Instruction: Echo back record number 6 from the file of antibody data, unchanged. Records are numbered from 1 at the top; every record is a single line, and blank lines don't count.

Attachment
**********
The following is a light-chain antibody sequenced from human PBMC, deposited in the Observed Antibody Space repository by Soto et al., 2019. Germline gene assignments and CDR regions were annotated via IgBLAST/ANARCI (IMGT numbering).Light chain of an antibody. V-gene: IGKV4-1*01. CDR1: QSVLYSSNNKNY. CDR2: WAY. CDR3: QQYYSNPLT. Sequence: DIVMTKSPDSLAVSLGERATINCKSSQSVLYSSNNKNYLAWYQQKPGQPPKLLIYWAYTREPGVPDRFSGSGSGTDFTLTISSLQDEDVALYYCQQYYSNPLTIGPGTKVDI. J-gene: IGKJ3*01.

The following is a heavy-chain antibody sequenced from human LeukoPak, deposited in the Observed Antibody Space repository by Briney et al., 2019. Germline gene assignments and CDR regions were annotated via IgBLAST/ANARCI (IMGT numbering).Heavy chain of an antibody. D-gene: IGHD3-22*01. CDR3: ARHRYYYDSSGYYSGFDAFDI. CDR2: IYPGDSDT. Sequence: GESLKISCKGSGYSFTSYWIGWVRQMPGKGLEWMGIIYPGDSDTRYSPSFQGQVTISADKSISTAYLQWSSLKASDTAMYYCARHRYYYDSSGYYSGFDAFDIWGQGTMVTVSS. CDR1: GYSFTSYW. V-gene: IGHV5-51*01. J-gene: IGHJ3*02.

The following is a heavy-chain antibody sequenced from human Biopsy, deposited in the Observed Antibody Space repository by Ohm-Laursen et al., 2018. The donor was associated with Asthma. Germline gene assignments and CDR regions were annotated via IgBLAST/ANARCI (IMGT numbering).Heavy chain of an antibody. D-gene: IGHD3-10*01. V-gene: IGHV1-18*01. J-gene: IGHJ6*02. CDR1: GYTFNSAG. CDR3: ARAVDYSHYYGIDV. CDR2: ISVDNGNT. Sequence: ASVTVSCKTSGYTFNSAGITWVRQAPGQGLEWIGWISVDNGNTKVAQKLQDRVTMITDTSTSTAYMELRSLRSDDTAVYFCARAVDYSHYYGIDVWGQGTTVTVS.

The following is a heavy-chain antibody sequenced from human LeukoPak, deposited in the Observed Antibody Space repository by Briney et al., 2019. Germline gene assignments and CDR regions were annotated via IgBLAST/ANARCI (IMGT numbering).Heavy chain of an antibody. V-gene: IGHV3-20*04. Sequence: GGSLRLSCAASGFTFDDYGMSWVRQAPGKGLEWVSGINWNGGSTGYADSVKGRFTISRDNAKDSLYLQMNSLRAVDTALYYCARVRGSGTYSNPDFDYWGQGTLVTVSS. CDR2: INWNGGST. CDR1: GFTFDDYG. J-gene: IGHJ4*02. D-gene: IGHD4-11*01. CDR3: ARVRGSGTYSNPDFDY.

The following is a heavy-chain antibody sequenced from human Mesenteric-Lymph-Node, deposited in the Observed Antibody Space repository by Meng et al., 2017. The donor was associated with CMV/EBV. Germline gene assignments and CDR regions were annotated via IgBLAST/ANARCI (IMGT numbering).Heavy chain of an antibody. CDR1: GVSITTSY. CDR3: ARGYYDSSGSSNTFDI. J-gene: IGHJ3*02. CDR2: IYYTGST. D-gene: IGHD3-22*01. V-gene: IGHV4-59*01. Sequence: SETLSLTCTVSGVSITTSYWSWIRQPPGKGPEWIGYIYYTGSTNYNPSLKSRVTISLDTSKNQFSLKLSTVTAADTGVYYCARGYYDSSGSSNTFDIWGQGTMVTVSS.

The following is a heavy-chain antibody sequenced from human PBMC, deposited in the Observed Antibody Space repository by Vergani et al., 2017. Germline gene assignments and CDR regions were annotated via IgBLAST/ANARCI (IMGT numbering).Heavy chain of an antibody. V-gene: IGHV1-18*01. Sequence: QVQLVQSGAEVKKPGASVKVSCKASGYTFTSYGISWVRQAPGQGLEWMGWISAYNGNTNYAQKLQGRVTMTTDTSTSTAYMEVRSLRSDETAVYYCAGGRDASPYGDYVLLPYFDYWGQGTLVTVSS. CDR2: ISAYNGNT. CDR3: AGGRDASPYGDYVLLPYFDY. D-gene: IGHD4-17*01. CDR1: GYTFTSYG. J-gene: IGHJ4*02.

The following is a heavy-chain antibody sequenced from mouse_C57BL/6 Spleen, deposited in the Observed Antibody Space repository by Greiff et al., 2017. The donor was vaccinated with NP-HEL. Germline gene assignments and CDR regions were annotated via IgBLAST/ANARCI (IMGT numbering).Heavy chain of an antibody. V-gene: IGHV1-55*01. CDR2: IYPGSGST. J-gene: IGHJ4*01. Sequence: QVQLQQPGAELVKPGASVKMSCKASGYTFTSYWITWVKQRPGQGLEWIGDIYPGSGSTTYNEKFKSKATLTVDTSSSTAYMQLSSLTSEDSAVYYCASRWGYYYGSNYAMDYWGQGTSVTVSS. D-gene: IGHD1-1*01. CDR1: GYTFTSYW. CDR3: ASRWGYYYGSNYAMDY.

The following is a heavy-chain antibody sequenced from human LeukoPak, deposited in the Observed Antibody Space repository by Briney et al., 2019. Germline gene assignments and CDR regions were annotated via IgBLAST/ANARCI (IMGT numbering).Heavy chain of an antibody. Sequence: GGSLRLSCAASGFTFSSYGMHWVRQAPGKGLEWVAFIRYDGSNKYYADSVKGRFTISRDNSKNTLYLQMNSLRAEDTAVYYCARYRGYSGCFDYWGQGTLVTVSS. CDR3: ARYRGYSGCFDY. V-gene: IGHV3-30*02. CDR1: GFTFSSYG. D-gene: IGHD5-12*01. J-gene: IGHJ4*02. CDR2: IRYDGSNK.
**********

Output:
The following is a heavy-chain antibody sequenced from human PBMC, deposited in the Observed Antibody Space repository by Vergani et al., 2017. Germline gene assignments and CDR regions were annotated via IgBLAST/ANARCI (IMGT numbering).Heavy chain of an antibody. V-gene: IGHV1-18*01. Sequence: QVQLVQSGAEVKKPGASVKVSCKASGYTFTSYGISWVRQAPGQGLEWMGWISAYNGNTNYAQKLQGRVTMTTDTSTSTAYMEVRSLRSDETAVYYCAGGRDASPYGDYVLLPYFDYWGQGTLVTVSS. CDR2: ISAYNGNT. CDR3: AGGRDASPYGDYVLLPYFDY. D-gene: IGHD4-17*01. CDR1: GYTFTSYG. J-gene: IGHJ4*02.